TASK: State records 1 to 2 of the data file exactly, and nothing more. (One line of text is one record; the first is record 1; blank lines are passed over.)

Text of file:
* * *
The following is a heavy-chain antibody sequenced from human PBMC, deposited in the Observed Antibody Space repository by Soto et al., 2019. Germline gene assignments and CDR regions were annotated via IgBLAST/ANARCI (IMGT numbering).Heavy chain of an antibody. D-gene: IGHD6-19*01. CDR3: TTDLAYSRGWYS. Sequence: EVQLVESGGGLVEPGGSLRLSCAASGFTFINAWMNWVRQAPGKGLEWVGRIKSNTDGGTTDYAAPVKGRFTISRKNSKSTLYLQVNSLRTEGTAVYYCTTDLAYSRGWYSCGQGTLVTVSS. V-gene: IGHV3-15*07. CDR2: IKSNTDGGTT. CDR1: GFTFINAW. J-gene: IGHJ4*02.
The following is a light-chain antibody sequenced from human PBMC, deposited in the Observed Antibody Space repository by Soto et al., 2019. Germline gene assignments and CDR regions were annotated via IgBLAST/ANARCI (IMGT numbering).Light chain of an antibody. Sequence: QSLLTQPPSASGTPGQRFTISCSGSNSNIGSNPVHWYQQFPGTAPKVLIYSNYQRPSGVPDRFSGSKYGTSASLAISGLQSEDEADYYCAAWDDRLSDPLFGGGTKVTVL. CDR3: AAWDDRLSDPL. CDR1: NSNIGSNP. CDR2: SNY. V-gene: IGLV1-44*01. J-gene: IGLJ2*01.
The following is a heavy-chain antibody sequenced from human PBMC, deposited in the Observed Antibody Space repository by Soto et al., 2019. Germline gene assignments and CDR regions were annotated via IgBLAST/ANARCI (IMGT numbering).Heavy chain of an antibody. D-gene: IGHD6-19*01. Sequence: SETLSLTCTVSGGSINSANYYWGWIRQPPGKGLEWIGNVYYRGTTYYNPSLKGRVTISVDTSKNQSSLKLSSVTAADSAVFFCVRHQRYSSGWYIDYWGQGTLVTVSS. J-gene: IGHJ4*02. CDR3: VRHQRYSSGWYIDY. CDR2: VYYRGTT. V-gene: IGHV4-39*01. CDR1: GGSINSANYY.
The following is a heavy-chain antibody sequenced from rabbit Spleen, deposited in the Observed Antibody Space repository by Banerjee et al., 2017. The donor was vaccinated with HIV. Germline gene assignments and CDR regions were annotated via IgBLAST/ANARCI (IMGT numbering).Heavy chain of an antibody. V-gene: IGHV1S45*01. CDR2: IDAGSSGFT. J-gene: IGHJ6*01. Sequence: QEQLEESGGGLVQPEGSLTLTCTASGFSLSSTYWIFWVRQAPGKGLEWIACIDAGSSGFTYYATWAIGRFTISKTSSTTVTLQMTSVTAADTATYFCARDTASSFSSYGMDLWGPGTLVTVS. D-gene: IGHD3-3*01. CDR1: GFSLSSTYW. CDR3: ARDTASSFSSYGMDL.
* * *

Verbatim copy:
The following is a heavy-chain antibody sequenced from human PBMC, deposited in the Observed Antibody Space repository by Soto et al., 2019. Germline gene assignments and CDR regions were annotated via IgBLAST/ANARCI (IMGT numbering).Heavy chain of an antibody. D-gene: IGHD6-19*01. CDR3: TTDLAYSRGWYS. Sequence: EVQLVESGGGLVEPGGSLRLSCAASGFTFINAWMNWVRQAPGKGLEWVGRIKSNTDGGTTDYAAPVKGRFTISRKNSKSTLYLQVNSLRTEGTAVYYCTTDLAYSRGWYSCGQGTLVTVSS. V-gene: IGHV3-15*07. CDR2: IKSNTDGGTT. CDR1: GFTFINAW. J-gene: IGHJ4*02.
The following is a light-chain antibody sequenced from human PBMC, deposited in the Observed Antibody Space repository by Soto et al., 2019. Germline gene assignments and CDR regions were annotated via IgBLAST/ANARCI (IMGT numbering).Light chain of an antibody. Sequence: QSLLTQPPSASGTPGQRFTISCSGSNSNIGSNPVHWYQQFPGTAPKVLIYSNYQRPSGVPDRFSGSKYGTSASLAISGLQSEDEADYYCAAWDDRLSDPLFGGGTKVTVL. CDR3: AAWDDRLSDPL. CDR1: NSNIGSNP. CDR2: SNY. V-gene: IGLV1-44*01. J-gene: IGLJ2*01.